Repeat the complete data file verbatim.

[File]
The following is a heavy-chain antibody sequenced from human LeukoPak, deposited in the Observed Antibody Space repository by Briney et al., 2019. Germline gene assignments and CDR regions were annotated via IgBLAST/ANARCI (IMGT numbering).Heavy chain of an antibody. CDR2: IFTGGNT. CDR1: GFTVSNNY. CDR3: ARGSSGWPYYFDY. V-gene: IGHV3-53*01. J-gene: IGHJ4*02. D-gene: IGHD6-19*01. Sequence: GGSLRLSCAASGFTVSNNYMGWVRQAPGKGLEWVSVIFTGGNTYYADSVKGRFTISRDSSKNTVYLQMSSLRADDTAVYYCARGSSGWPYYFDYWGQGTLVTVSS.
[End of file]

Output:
The following is a heavy-chain antibody sequenced from human LeukoPak, deposited in the Observed Antibody Space repository by Briney et al., 2019. Germline gene assignments and CDR regions were annotated via IgBLAST/ANARCI (IMGT numbering).Heavy chain of an antibody. CDR2: IFTGGNT. CDR1: GFTVSNNY. CDR3: ARGSSGWPYYFDY. V-gene: IGHV3-53*01. J-gene: IGHJ4*02. D-gene: IGHD6-19*01. Sequence: GGSLRLSCAASGFTVSNNYMGWVRQAPGKGLEWVSVIFTGGNTYYADSVKGRFTISRDSSKNTVYLQMSSLRADDTAVYYCARGSSGWPYYFDYWGQGTLVTVSS.